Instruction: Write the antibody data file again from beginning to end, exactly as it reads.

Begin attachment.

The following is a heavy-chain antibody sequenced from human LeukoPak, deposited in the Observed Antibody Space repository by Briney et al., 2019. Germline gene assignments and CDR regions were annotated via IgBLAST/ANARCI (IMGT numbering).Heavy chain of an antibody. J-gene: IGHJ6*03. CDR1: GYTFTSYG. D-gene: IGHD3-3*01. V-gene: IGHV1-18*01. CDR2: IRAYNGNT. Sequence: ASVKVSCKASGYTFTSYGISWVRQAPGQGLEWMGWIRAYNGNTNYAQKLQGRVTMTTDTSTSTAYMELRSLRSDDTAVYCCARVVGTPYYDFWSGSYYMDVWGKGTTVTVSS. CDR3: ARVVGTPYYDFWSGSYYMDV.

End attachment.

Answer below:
The following is a heavy-chain antibody sequenced from human LeukoPak, deposited in the Observed Antibody Space repository by Briney et al., 2019. Germline gene assignments and CDR regions were annotated via IgBLAST/ANARCI (IMGT numbering).Heavy chain of an antibody. J-gene: IGHJ6*03. CDR1: GYTFTSYG. D-gene: IGHD3-3*01. V-gene: IGHV1-18*01. CDR2: IRAYNGNT. Sequence: ASVKVSCKASGYTFTSYGISWVRQAPGQGLEWMGWIRAYNGNTNYAQKLQGRVTMTTDTSTSTAYMELRSLRSDDTAVYCCARVVGTPYYDFWSGSYYMDVWGKGTTVTVSS. CDR3: ARVVGTPYYDFWSGSYYMDV.